next complex. Angkor Wat is the best known of the complexes. ANGKOR THOM is the biggest with several temples/ complexes located within its walls. We got goose-bumps driving through the entrance-gate. One of the coolest structures we have seen and brought back memories of the library of Celsus at Ephesus. First-up was ANGKOR THOM for the BAYON TEMPLE. This is the famous temple for FACE CARVINGS. A smaller temple that you can really approach from any side, but there are only a couple ways to the top. At first the faces are not all that visible, but as you get closer you soon realize the magnitude and grandeur of these CARVINGS. Faces that stand taller than the tallest human beings and upon closer inspection seems like they were put together with several pieces of rock which makes this even more remarkable. There were local girls wearing the local garments and makeup just sitting around in some of the rooms of the temple - a fairly unique picture opportunity.

The complex itself is actually really big (bigger than Angkor Wat) and there are some directions, but not the greatest. We got some directions which we followed as we understood them. We did
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My happy place
reach the Baphuon which is a pretty cool structure. Took a couple ladders to climb up and some steep steps but we made it to the top with some really nice views of the surrounding tree tops. At the top level there is also these "window-frame" like stone structures which we had fun with taking some baby-bump pictures (yes our first little one is on the way and my wife is climbing over structures in the Cambodian jungle - God bless her heart).

After making our way down the "maze-fun" started. There were a couple other structures to visit and we started on what we once again thought was the right way but soon gave up just because of time. We knew the general direction for the way back so we started heading that way. And out of nowhere we ended up right where we needed to be - the TERRACE OF THE ELEPHANTS and the TERRACE OF THE LEPER KING. Incredible structures that defies any logic when it comes to how these could possibly have been carved - I would say ANGKOR THOM FOR CARVINGS is a must.

We did not spend much time here because we still had one last stop left -
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The inner sanctum
TA PROHM TEMPLE COMPLEX. Our driver obliged and soon we were there. This was the first time we saw kids hanging around begging and just being all over us. Luckily it was fairly short-lived. Once we made it past the entrance we were left in relative peace to explore. This is the temple complex known for TREES GROWING OVER TEMPLES. You walk around and you see massive trees growing around buildings. Massive trees growing up along the side of buildings. Massive trees growing through buildings. Buildings falling apart and trees growing from the rubble and through the non-existing roof. Massive trees growing on top of buildings. Just nature taking back what belongs to it. This is the site famous for some Tomb Raider scenes. The EMPTY DOORWAY GROWN WITH TREES is a famous scene from the movie - it is almost impossible to get a picture in front of this tree as the line is really long and some tourists just don't know the concept of waiting their turn. Some of them also take their sweet time taking way too many pictures, but over the years I have become much more tolerant of people taking their time and many pictures because just like us they have probably traveled a long way, they have looked forward to this for a long time (if not a life time) and this is more than likely the only time they will see this. We explored for a good hour or so. It is not the biggest of temples but the scenes are mind-boggling. Pictures from all angles is possible - you just have to find it and that is party of the fun getting the creative juices flowing. This is a truly unique place.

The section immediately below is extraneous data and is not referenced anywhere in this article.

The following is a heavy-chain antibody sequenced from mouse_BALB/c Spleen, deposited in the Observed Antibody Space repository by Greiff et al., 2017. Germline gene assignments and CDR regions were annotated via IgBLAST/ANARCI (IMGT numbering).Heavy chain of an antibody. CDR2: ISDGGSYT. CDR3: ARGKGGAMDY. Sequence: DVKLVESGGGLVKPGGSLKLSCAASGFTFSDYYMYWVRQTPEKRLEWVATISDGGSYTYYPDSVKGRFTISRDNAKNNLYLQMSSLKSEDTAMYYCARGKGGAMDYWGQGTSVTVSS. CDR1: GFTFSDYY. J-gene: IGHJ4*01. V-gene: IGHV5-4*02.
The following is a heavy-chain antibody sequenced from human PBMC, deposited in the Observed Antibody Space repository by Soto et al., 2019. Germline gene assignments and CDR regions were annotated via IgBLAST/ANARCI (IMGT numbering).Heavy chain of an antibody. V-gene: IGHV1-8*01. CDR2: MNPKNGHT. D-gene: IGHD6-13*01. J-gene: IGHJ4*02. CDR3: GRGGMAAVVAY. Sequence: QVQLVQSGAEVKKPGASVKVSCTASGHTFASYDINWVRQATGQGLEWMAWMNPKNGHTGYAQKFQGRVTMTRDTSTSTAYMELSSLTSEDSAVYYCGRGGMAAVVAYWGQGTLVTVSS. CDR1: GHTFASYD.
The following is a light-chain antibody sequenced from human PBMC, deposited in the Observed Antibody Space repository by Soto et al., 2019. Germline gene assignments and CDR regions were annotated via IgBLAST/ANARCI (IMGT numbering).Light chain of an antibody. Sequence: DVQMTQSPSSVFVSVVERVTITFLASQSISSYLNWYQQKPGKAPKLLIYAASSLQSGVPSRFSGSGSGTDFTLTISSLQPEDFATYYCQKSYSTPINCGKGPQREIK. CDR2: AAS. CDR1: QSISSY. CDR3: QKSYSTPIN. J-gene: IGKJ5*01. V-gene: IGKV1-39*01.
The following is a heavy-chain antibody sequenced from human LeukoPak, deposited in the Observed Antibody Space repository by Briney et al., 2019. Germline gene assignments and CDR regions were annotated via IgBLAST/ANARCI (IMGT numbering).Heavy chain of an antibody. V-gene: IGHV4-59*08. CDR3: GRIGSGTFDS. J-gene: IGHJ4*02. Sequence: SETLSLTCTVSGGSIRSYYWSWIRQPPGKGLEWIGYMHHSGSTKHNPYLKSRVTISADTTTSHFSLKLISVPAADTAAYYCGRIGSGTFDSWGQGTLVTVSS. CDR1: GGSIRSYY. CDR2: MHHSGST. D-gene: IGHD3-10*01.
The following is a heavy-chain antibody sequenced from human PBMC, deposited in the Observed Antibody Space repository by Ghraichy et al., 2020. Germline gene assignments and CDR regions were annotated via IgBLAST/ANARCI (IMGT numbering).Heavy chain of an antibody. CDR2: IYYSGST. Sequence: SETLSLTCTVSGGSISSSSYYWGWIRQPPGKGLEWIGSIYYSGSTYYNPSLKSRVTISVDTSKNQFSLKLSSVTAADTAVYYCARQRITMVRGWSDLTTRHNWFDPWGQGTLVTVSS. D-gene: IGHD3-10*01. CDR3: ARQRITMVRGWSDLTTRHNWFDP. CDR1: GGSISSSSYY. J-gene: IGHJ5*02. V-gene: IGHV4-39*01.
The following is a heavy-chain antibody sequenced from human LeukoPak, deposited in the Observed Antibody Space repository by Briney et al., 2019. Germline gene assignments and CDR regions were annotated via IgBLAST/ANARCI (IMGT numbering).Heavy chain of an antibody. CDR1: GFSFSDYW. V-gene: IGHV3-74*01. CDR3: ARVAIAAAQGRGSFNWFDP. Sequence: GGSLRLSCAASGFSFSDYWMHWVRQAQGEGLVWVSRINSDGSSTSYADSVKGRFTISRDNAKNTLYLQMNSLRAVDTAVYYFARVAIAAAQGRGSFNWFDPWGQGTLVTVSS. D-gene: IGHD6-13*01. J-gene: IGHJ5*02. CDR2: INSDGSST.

Well our visit was done. You want to hear the crazy part - it was only 11 in the morning. We made our way back to the hotel day-dreaming about what we just experienced. Wow. Never ever would I have thought we would see this in real life. What an incredible experience. We got back to the hotel, had a quick breakfast, packed, and were on our way to the RAFFLES GRAND HOTEL D'ANGKOR. The Raffles franchise is the creme-de-la-creme of hotels. I happen to get a really good price for the night (only way we would stay here). And so here we show up at this masterpiece of a hotel in a tuk-tuk loaded
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You just have to keep looking for the right angles
with luggage. Only us. It was only noon and our room was not ready yet so we got to sit down on a patio overlooking the pool and got a couple refreshing drinks on the house served in some pretty neat looking elephant mugs. We were in our room soon and 5 minutes later we were down at the pool enjoying the mid-day sun with some snacks and some drinks.

Well if you know us you know the pool and lounging around is not really our thing. Most normal people would have called it a day after that exhausting morning. I did have one crazy thing in mind, but I really did not know if it was wise. SPEAN PRAPTOS/ KAMPONG KDEI was my destination. A very old bridge about an hour from Siem Reap. Again bless my wife's heart for tagging along and being game for all these adventures. The hotel wanted to charge us an arm and a leg for their taxi. We ended up getting a taxi for $60. And so the drive started. A two-lane road with a local in the front driving and us in the back as he is flying through traffic. In and out of
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Views of the Bayon Temple
traffic he weaved trying to drive as fast as possible while cracking jokes in his somewhat passable English. I feel like every couple minutes he tried to crack a joke. We just nervously sat in the back laughing at the jokes we got and fake-laughing at the ones we did not get or did not understand (some of them were funny). We asked him a lot about the country and the area and he was very happy talking about his motherland. We were surrounded by rice patties, flat landscapes, a setting sun and little wooden houses zipping by us. We were definitely in our happy place being off the beaten path.

Roughly an hour later we got there. Our driver dropped us off and said "I'll be right back" and before we could say "boo" he was gone. This was one of those "knot-in-your-stomach" moments. Here we were in the "middle-of-nowhere" Cambodia standing in a red dirt road. The locals cycled or walked by looking at us very suspiciously. We were standing there with a wallet, a camera-bag, the clothes on our back and no driver. Oh well. We walked down the embankment and got some good views of